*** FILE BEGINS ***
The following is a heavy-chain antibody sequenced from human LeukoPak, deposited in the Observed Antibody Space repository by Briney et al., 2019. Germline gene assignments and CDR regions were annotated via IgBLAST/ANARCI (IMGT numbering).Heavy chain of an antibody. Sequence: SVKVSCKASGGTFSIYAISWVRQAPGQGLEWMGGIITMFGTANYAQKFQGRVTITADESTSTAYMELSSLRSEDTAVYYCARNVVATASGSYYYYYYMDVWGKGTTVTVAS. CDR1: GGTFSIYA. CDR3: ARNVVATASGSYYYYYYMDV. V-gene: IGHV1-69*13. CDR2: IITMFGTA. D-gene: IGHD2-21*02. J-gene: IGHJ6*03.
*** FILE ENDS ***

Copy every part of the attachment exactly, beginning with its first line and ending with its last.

The following is a heavy-chain antibody sequenced from human LeukoPak, deposited in the Observed Antibody Space repository by Briney et al., 2019. Germline gene assignments and CDR regions were annotated via IgBLAST/ANARCI (IMGT numbering).Heavy chain of an antibody. Sequence: SVKVSCKASGGTFSIYAISWVRQAPGQGLEWMGGIITMFGTANYAQKFQGRVTITADESTSTAYMELSSLRSEDTAVYYCARNVVATASGSYYYYYYMDVWGKGTTVTVAS. CDR1: GGTFSIYA. CDR3: ARNVVATASGSYYYYYYMDV. V-gene: IGHV1-69*13. CDR2: IITMFGTA. D-gene: IGHD2-21*02. J-gene: IGHJ6*03.